Best Time to Plant Pumpkins in North Carolina

Want to make a pumpkin patch? North Carolina would be a great place to do it. North Carolina has cheap land, easy access to water, and nutritious soil that’s good for growing. 

It might not be as apparent when to plant pumpkins in North Carolina. This guide will tell you everything you need to know about pumpkin seasonality and picking the best time to plant them in the Old North State. 

Pumpkin Maturation

Pumpkins take about 85 days to mature. Therefore, if you want to have pumpkins ready to harvest by October, you need to plant them about three months before, in July. 

However, some pumpkins take about 120 days to fully mature, meaning you need to plant them in June. 

Research the species of pumpkin you plan on harvesting. Understanding your pumpkin’s growth rate lets you work backward from your ideal harvesting date to know when to plant pumpkins in North Carolina.

How to Plant Pumpkins in North Carolina

Planting pumpkins is like planting any other crop. Here’s what you need to know when laying down the orange gourd. 

Pick a Proper Site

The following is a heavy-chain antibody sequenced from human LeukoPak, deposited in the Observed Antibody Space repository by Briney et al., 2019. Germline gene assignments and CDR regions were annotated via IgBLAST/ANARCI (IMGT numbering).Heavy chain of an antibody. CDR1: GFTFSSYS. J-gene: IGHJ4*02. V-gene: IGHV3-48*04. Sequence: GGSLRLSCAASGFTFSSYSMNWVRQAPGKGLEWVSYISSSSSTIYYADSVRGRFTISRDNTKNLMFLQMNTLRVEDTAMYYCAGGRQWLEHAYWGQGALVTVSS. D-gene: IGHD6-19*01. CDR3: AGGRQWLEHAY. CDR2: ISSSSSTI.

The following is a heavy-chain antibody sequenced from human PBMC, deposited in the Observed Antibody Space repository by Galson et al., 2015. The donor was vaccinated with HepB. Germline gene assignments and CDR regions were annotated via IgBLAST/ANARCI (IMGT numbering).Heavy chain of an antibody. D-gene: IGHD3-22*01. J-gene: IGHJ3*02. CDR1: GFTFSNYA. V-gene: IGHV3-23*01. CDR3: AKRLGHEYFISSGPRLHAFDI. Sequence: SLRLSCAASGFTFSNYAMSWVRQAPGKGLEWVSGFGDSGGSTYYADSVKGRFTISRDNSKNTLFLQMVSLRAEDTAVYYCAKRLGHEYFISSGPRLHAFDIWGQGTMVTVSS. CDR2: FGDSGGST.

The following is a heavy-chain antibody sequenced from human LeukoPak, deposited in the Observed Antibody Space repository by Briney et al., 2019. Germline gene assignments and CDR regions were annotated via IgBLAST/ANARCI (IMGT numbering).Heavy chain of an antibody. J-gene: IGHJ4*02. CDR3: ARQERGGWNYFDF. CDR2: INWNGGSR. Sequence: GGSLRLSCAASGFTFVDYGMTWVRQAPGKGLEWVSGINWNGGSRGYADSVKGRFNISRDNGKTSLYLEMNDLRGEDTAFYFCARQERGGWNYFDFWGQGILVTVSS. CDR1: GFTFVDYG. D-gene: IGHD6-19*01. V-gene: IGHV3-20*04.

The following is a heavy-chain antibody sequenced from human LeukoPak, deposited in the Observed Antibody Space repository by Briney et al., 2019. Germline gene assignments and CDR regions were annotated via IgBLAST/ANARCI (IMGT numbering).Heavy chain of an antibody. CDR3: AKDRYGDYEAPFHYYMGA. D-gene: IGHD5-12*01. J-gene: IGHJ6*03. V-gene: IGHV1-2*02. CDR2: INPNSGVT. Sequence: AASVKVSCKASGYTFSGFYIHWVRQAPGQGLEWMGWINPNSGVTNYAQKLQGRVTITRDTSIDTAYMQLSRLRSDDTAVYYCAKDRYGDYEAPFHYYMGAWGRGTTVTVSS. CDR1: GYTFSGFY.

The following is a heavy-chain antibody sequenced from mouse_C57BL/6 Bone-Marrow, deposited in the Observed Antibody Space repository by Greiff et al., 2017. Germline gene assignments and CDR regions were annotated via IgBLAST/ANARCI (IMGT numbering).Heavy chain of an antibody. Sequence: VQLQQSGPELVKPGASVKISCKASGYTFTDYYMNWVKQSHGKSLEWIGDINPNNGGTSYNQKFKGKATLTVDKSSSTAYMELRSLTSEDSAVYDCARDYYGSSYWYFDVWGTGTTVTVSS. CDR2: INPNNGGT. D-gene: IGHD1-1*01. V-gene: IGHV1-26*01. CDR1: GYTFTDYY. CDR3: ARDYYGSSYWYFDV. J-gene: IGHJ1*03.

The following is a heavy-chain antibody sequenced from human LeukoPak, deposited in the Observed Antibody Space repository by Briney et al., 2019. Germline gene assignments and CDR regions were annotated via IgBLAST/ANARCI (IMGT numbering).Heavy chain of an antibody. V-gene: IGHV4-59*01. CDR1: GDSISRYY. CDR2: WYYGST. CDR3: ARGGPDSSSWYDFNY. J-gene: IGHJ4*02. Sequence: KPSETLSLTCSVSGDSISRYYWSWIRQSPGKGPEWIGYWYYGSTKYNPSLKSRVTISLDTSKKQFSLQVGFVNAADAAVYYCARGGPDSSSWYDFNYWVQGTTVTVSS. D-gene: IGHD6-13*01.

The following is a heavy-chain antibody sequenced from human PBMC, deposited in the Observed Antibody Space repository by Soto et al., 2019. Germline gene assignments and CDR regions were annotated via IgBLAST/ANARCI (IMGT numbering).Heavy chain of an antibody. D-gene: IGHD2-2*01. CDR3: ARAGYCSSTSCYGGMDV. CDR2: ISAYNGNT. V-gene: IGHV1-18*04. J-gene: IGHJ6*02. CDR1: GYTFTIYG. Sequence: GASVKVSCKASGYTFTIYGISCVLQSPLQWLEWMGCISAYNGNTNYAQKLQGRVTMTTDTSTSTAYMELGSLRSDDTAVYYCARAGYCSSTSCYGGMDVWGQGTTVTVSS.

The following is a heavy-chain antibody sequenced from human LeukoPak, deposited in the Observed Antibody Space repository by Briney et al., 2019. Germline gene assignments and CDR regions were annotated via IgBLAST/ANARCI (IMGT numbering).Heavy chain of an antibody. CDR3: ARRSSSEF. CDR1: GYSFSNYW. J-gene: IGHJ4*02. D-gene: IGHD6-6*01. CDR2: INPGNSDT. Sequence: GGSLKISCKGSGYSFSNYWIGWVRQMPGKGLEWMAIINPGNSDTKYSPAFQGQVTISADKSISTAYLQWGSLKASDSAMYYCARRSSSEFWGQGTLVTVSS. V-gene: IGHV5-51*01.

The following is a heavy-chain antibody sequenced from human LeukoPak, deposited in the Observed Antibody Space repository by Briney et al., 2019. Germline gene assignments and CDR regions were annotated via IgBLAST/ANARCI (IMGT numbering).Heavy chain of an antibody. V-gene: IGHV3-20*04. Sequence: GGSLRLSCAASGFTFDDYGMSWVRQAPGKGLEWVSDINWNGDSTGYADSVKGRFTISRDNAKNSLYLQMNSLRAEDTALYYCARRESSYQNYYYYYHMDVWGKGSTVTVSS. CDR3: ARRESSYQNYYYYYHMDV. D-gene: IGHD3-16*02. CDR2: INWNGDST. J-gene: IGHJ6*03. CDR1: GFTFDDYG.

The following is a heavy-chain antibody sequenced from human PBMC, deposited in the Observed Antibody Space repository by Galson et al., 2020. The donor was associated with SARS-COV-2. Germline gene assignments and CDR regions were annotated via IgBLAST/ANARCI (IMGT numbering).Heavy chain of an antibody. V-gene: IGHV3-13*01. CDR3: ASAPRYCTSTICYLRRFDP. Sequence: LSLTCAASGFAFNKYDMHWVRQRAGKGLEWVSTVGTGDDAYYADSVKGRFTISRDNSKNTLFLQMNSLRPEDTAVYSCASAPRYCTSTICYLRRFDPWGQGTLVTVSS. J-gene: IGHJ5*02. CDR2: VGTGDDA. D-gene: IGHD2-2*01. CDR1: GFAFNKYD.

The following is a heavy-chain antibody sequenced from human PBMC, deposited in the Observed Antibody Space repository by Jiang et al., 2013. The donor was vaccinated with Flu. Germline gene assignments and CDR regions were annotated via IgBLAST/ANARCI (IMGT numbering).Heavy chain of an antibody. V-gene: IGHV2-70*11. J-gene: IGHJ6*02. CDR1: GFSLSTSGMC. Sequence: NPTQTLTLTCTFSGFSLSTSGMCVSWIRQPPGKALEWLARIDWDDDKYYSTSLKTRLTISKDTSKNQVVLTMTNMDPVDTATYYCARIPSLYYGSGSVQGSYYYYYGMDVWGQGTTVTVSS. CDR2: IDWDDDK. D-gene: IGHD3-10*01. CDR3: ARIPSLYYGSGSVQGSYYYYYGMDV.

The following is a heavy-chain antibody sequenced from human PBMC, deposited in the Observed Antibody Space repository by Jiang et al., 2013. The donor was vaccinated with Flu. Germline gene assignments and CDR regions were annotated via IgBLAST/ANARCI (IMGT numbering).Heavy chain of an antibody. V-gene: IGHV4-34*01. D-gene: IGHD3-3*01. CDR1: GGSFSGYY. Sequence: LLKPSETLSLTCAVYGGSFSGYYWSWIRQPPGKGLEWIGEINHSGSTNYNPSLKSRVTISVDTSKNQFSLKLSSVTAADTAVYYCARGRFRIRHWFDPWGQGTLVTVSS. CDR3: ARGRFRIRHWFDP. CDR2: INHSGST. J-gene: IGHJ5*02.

Once you’ve figured out when to plant pumpkins in North Carolina, you must pick the best site to grow them. Pumpkins like full sun with a little bit of shade. They also need plenty of space for their vines to spread out. Each pumpkin vine needs about 50 to 100 square feet per hill. 

If you have limited space, you can plant your pumpkin along the edge of your lawn or sidewalk. Other options include growing pumpkins in big 5- to 10-gallon buckets or to opt for miniature ones. 

Pumpkins also grow best in slightly acidic to neutral soil. Conducting tests on a potential pumpkin patch before planting forgoes the need to adjust soil pH later on. 

Related: When to Plant Tomatoes in North Carolina

Prepare the Soil

Pumpkins need a lot of nutrients. They want rich, well-drained soil that doesn’t remain too soggy. 

It’s best to start up a compost pile to feed these hungry pumpkins. You can also use manure to fertilize the soil as well. 

Stick to more natural stuff and try to stay away from synthetic fertilizers, as it can leach into surrounding water systems and cause bothersome algal blooms

Ensure the soil has been tilled, make hills from the soil. The little hills should have manure or fertilizer dug deeply into the ground (about 12 to 15 inches) topped with a two to a five-inch tall cone of topsoil. Doing so allows the pumpkin to concentrate on soil nutrients and water in one area. 

Related: 65 Pumpkin Types to Try Growing Yourself

The hills should be about four to eight feet away from each other. 

Plant Pumpkin Seeds an Inch Deep in the Soil

Push pumpkin seeds about one inch deep into the soil, covering up the hole you made with dirt. 

The seeds respond to darkness and know it is time to germinate when they’re completely submerged in dirt. 

Wait to plant pumpkins when the soil is above 70 degrees Fahrenheit. The ideal soil temperature would be 95 degrees Fahrenheit. Pumpkins are sensitive to the cold, but it shouldn’t be an issue during a regular summer in North Carolina.